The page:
Another effective way to capture snakes is to use a glueboard. You can buy these in a variety of places, such as agriculture-supply or hardware stores. Most small snakes can be captured using a single glueboard placed against a wall. Keep the board away from pipes or other objects a snake could use for leverage to escape.

A more elaborate arrangement is necessary to capture larger snakes (Figure 5). This type of glue trap can be made at home with purchased glueboards. It is constructed of one-quarter-inch plywood cut into 16-inch by 24-inch sections. Drill a three-quarter-inch hole in one corner to allow removal of the board by using a hook on the end of a long stick. Fasten two to four glueboards (or use bulk glue) along one side of the plywood board. This type of trap, when placed against a wall, is capable of capturing snakes up to 5 feet or 6 feet long.

Use glueboards only indoors or under structures where children, pets or other wildlife cannot reach them. The glue is quite messy and hard to remove. Use common cooking oil or vegetable oil to remove animals from the glue. Be sure to seal any holes or entrances so the snakes do not return. Another option is to use the newly developed snake trap called Snake Guardª. It should be used like a glueboard.

Remember, snakes are an important part of our natural world. The best approach in managing snake problems, where possible, is to leave the animal alone.

Other sources of information

The Missouri Department of Conservation produces publications and videos, a number focusing on snakes:

  • One video is entitled A Snake's Tale. You may request a copy from your local MU Extension center, or you can order a copy from the address listed below.
  • A brochure on snake identification, entitled Snakes of Missouri (, is available free from the Missouri Department of Conservation.
  • The Amphibians and Reptiles of Missouri, by Tom R. Johnson, also is available. This is an excellent reference on Missouri's snakes, turtles, lizards and frogs.

For price and availability of the publications and videos listed above, contact the Missouri Department of Conservation at P.O. Box 180, Jefferson City, Mo. 65102.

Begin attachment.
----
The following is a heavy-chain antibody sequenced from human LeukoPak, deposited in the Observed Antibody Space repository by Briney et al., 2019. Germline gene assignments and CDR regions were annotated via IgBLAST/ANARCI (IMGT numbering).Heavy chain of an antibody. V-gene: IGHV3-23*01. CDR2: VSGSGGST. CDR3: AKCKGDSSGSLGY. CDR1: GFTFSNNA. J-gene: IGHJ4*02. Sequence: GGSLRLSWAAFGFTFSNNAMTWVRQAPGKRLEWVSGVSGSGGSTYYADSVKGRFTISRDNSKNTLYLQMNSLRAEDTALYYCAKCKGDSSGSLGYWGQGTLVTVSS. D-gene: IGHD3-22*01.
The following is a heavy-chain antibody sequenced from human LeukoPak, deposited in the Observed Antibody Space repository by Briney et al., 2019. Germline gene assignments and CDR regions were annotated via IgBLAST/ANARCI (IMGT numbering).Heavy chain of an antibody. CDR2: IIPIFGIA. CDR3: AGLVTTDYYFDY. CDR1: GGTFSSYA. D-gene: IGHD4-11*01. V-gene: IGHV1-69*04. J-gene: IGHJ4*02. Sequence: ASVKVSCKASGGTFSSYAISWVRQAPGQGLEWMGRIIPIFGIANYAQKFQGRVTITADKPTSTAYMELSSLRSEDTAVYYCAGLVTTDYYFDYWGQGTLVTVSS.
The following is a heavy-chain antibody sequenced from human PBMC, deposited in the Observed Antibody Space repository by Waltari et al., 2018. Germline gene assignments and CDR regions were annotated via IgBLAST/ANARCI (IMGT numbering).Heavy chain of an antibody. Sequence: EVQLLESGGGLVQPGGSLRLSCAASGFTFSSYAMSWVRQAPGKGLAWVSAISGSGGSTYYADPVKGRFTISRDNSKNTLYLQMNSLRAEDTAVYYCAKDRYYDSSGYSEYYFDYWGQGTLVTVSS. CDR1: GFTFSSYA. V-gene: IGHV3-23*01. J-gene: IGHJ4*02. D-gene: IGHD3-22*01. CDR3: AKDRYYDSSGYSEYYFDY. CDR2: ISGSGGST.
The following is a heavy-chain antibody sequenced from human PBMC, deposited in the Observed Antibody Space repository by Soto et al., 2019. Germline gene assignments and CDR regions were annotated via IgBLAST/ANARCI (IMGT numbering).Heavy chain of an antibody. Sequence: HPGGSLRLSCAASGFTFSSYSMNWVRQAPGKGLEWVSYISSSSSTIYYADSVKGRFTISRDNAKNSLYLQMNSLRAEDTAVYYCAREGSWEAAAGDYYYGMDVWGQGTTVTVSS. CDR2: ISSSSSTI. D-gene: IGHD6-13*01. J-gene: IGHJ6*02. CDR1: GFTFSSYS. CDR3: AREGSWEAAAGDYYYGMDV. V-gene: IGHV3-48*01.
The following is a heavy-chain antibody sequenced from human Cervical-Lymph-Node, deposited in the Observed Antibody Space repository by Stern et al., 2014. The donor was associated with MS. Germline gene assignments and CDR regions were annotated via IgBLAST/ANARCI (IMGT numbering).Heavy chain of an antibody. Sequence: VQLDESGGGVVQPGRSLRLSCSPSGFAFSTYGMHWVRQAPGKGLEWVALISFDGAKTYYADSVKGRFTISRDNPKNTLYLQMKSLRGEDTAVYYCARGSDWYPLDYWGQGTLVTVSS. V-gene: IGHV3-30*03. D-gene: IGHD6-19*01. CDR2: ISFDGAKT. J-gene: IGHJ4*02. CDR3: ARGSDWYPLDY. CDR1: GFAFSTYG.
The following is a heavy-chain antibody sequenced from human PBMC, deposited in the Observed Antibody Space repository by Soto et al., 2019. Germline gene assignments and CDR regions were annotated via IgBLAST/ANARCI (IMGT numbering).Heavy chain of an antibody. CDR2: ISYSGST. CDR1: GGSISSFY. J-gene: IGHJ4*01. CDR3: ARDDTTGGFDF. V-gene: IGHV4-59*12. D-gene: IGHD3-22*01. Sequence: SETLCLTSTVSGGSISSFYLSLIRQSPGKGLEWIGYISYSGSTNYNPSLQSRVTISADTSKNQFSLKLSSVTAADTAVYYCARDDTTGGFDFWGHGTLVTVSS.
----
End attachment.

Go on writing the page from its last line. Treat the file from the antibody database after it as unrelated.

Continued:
Several field guides also are available, including:

  • A Field Guide to Reptiles and Amphibians of Eastern and Central North America, by Roger Conant. Peterson's Field Guide series. Houghton Mifflin Co., Boston.
  • The Audubon Society Field Guide to North American Amphibians and Reptiles. Alfred A. Knopf, New York.

Outdoor prevention and control tips

  • Remove snakes' food and shelter. Keep your lawn closely mowed, and remove debris.
  • Control rodents.
  • Watch where you put your hands and feet when removing or cleaning debris. If possible, don't put fingers under debris you intend to move.
  • Wear snake-proof boots at least 10 inches high or snake leggings if you're in an area where snakes are likely to be found.
  • Never step over logs or other obstacles unless you can see the other side.
  • If you encounter a snake, step back and allow it to go on its way. Snakes usually don't move fast, and you can retreat from the snake's path.

Indoor prevention and control tips

  • Check foundation for holes and cracks, and seal all openings.
  • If you find a snake in your home, try to isolate it within a small area.
  • You can catch a nonpoisonous snake by pinning it down with a long stick or pole, preferably forked at one end, and then removing it by scooping it up with a flat-blade shovel.
  • If you can't remove the snake yourself, find someone who has experience handling snakes to do it for you. A good place to start is your local animal-control shelter or sheriff's office.
  • As a last resort, you may need to kill a poisonous snake. Club it with a long stick, rod or other tool such as a garden hoe. Never try to kill a poisonous snake with an instrument that brings you within the snake's striking range (usually less than one-half the total length of the snake).


Brand names appearing in this publication are for product identification only. No endorsement is intended or implied, nor is criticism intended or implied for similar products not mentioned.


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G9450 Snakes: Information for Missouri Homeowners | University of Missouri Extension